And different, it is. I KILLED MY MOTHER is a semi-autobiographical piece about a gay teenager who lives with his mother and cannot seem to get along with her no matter what he does. It is raw, emotional and oddly cathartic. There is also a lot of yelling. The film was praised for its gritty, honest look at a relationship that many can identify with. On the other hand, HEARTBEATS is being chastised for being too cold and disaffected. And while it might seem natural to compare a second and first feature, Dolan doesn’t see any need for this at all.
“I believe it can be inferior in the sense that the emotions it provokes are not as intense as in I KILLED MY MOTHER but it was not my mandate, nor my mission, nor my intention to provoke a torrent of emotions in you for this film.”
Intentions aside, HEARTBEATS did stir plenty of things in me. Dolan plays Francis and one night, both he and his friend Marie (Monia Chokri) fall for the same young man, Nicolas (Niels Schneider). Francis and Marie, two pseudo intellectual, neo-hipsters in Montreal, proceed to lose their senses while they pursue a boy who has done nothing to suggest he feels the same way as they do. While their motivations are calculated and controlled, the fury they are both experiencing internally is something anyone who has ever been in love can identify with. Cold on the surface does not mean empty on the inside.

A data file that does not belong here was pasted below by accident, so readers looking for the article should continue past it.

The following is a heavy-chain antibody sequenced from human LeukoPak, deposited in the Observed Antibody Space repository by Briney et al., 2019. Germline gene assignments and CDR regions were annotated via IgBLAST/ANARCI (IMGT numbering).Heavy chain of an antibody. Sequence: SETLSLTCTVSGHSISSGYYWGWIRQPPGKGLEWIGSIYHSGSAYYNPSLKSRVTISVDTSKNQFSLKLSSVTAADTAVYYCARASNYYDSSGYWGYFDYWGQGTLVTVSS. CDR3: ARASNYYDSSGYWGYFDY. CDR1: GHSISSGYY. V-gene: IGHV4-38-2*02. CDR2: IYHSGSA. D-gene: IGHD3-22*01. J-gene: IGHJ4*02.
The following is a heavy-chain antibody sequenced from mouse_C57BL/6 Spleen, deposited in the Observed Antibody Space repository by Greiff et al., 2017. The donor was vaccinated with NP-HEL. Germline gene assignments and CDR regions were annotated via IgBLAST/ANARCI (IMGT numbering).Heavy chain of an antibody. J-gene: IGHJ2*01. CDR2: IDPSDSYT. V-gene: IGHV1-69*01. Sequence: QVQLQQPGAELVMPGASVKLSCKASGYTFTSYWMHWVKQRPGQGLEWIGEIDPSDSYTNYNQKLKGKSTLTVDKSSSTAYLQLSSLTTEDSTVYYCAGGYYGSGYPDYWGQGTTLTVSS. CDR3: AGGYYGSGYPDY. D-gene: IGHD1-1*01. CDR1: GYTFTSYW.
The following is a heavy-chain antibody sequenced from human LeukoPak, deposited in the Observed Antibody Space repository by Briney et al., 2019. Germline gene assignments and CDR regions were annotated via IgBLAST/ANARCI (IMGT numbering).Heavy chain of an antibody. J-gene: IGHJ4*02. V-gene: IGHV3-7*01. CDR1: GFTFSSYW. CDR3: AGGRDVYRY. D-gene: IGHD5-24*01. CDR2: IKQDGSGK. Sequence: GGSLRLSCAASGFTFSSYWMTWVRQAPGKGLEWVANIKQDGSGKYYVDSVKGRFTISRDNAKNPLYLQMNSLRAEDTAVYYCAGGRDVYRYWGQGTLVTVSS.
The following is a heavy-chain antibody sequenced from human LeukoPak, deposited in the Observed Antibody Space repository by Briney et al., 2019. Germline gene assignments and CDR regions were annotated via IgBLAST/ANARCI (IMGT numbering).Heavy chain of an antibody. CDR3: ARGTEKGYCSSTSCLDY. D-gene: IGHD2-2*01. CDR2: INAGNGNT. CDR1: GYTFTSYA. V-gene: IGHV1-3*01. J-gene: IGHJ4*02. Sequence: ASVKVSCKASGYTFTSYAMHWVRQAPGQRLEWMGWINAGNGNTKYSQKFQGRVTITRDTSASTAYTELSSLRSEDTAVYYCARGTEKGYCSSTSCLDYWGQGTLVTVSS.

“It is a movie about the various steps of the love downfall,” Dolan proclaims, without necessarily seeing what a downer his statement truly is. “It is literally a condensed journey through typical, impossible love.” The kind of love Dolan is talking about, the same kind of love that comes across on screen, isn’t real but rather imagined (which is more evident in the film’s original French title, which directly translates to “Imagined Loves”). “The movie ought to be as shallow and as empty as the encounter they have.” HEARTBEATS does just this but it does so with sumptuous imagery and romantic grandness. It is a farce after all.
I admire Dolan. Both of his films, regardless of how they compare with each other, are devoid of ego, an incredible accomplishment considering he wrote them both, directed them both and stars in both of them as well. His choices in all three of his roles on each film could easily serve his own self-interests but instead serve only the story and the overall success of the film itself. This requires skill and dedication that I would never imagine a 21-year-old to have but yet here we are. And at 21, he has also learned a couple of other hard lessons he didn’t need to know right away. He now knows how it feels to be criticized on an international level and he clearly knows a thing or two about love.
And neither am I.